The concept of “Made in America” is slowly giving way to “Made by China … in America,” as Chinese investors are increasingly snatching up U.S.-based companies and assets and raising the eyebrows of some regulators and market spectators. Read more
A PEEK under the hood of three new cars from Volvo, Buick and Cadillac will not reveal a Made in China label. But those cars are breaking new ground in the auto industry, becoming the first to be manufactured in the People’s Republic and exported to the United States. Read more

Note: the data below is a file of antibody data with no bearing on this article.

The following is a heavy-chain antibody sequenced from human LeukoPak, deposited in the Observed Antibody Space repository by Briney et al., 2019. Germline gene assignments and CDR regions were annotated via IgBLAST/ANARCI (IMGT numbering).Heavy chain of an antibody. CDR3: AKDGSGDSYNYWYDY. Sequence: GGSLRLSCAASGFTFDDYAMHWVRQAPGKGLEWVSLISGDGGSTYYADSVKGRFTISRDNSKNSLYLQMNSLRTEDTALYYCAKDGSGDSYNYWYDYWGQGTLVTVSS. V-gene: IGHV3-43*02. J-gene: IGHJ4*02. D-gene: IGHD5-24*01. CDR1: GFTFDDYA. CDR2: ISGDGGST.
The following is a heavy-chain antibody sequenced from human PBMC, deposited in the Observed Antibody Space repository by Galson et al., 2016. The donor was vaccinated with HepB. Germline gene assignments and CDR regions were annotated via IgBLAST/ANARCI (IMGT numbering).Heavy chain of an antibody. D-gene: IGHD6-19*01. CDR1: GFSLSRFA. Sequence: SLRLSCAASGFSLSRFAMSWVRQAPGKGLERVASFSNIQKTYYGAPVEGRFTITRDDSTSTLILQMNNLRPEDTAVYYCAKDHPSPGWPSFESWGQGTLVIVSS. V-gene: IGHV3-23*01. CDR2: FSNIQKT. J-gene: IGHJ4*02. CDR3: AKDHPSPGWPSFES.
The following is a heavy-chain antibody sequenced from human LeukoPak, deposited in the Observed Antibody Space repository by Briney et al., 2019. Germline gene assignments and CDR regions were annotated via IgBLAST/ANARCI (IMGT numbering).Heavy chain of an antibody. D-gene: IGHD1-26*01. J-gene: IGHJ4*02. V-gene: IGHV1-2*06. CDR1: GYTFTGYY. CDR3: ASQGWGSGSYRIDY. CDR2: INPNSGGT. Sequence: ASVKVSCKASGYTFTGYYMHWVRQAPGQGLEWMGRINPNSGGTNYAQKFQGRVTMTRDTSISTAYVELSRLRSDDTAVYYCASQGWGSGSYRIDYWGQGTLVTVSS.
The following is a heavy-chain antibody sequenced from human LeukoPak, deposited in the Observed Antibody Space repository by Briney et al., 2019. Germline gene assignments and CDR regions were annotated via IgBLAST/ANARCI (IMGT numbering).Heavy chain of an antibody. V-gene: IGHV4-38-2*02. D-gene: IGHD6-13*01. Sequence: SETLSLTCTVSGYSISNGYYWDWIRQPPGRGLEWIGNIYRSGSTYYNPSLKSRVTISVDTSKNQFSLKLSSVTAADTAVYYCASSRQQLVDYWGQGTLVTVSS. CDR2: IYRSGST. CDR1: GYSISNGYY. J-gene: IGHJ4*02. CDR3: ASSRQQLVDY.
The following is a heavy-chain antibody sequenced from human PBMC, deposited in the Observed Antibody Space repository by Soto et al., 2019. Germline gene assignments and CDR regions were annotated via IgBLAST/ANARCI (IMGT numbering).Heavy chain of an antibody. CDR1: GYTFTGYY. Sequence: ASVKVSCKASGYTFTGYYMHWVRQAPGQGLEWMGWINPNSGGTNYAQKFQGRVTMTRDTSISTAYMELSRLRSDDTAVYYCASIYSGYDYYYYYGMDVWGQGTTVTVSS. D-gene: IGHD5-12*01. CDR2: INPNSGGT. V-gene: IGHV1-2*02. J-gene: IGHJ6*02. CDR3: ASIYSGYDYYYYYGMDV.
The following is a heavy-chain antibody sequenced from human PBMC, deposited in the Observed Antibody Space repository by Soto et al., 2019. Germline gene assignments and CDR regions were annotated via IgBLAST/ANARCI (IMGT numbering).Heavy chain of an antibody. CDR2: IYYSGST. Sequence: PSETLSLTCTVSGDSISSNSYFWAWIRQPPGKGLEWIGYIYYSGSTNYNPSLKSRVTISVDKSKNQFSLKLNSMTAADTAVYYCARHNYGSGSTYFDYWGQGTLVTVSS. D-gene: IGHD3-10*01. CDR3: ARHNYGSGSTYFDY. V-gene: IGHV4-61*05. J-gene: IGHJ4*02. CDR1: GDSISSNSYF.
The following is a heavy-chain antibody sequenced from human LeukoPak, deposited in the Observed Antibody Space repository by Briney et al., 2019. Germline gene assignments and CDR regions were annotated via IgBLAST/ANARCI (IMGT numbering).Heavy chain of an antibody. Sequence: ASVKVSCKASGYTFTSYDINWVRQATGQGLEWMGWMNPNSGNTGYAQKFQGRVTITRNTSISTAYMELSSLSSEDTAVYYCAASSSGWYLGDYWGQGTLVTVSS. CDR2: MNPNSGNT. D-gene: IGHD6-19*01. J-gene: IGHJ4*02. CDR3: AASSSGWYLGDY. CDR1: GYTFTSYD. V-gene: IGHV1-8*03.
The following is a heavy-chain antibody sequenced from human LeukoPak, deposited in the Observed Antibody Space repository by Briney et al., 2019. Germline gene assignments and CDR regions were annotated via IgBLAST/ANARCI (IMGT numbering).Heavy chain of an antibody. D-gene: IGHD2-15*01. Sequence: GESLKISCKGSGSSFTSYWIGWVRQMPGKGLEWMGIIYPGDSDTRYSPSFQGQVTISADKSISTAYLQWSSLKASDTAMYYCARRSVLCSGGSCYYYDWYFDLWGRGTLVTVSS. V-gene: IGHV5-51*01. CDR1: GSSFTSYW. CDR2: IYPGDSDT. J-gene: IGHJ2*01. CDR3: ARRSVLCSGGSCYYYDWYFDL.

The U.S. economy is facing a predicament the Federal Reserve didn’t anticipate — a stronger than expected U.S. dollar. Investors are encouraged to Buy American. Read more
Later this year along the banks of the James River outside Richmond, Virginia, a paper products maker based in northeastern China will begin construction on a new U.S. manufacturing plant. The factory will churn the region’s straw and corn stalks into household products including napkins, tissue and organic fertilizer—all marked “Made in the USA.” Made by China, in America.
It’s well-known American jobs have been lost to overseas competition. While work on U.S. manufacturing floors has declined, overseas markets have developed a growing appetite for American-made goods—from chemicals and wood products, to medical devices.